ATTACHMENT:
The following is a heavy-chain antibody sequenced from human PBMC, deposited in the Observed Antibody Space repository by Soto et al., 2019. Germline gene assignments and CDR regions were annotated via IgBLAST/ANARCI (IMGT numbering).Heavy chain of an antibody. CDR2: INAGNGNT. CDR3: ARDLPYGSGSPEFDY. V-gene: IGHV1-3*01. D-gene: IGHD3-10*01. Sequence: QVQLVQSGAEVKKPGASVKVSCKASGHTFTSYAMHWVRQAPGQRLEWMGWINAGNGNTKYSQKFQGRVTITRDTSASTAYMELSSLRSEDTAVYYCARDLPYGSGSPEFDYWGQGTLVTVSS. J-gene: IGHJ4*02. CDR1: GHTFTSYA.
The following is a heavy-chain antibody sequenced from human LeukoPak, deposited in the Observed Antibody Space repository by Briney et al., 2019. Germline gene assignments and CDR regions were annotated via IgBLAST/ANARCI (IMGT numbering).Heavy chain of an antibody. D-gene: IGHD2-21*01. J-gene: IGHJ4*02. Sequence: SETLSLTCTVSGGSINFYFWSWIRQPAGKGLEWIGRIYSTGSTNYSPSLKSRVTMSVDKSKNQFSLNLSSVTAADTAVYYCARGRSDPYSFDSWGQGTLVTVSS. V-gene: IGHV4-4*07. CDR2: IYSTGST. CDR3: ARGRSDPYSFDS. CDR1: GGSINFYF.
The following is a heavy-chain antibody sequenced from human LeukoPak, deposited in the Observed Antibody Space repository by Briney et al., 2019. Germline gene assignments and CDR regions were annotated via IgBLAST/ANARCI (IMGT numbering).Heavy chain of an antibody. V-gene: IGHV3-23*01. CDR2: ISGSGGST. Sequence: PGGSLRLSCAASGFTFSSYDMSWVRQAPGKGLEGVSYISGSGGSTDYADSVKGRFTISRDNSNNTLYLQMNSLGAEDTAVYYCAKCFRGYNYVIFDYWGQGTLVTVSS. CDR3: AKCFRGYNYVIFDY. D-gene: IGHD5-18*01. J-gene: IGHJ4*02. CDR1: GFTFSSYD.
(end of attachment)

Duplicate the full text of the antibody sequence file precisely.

The following is a heavy-chain antibody sequenced from human PBMC, deposited in the Observed Antibody Space repository by Soto et al., 2019. Germline gene assignments and CDR regions were annotated via IgBLAST/ANARCI (IMGT numbering).Heavy chain of an antibody. CDR2: INAGNGNT. CDR3: ARDLPYGSGSPEFDY. V-gene: IGHV1-3*01. D-gene: IGHD3-10*01. Sequence: QVQLVQSGAEVKKPGASVKVSCKASGHTFTSYAMHWVRQAPGQRLEWMGWINAGNGNTKYSQKFQGRVTITRDTSASTAYMELSSLRSEDTAVYYCARDLPYGSGSPEFDYWGQGTLVTVSS. J-gene: IGHJ4*02. CDR1: GHTFTSYA.
The following is a heavy-chain antibody sequenced from human LeukoPak, deposited in the Observed Antibody Space repository by Briney et al., 2019. Germline gene assignments and CDR regions were annotated via IgBLAST/ANARCI (IMGT numbering).Heavy chain of an antibody. D-gene: IGHD2-21*01. J-gene: IGHJ4*02. Sequence: SETLSLTCTVSGGSINFYFWSWIRQPAGKGLEWIGRIYSTGSTNYSPSLKSRVTMSVDKSKNQFSLNLSSVTAADTAVYYCARGRSDPYSFDSWGQGTLVTVSS. V-gene: IGHV4-4*07. CDR2: IYSTGST. CDR3: ARGRSDPYSFDS. CDR1: GGSINFYF.
The following is a heavy-chain antibody sequenced from human LeukoPak, deposited in the Observed Antibody Space repository by Briney et al., 2019. Germline gene assignments and CDR regions were annotated via IgBLAST/ANARCI (IMGT numbering).Heavy chain of an antibody. V-gene: IGHV3-23*01. CDR2: ISGSGGST. Sequence: PGGSLRLSCAASGFTFSSYDMSWVRQAPGKGLEGVSYISGSGGSTDYADSVKGRFTISRDNSNNTLYLQMNSLGAEDTAVYYCAKCFRGYNYVIFDYWGQGTLVTVSS. CDR3: AKCFRGYNYVIFDY. D-gene: IGHD5-18*01. J-gene: IGHJ4*02. CDR1: GFTFSSYD.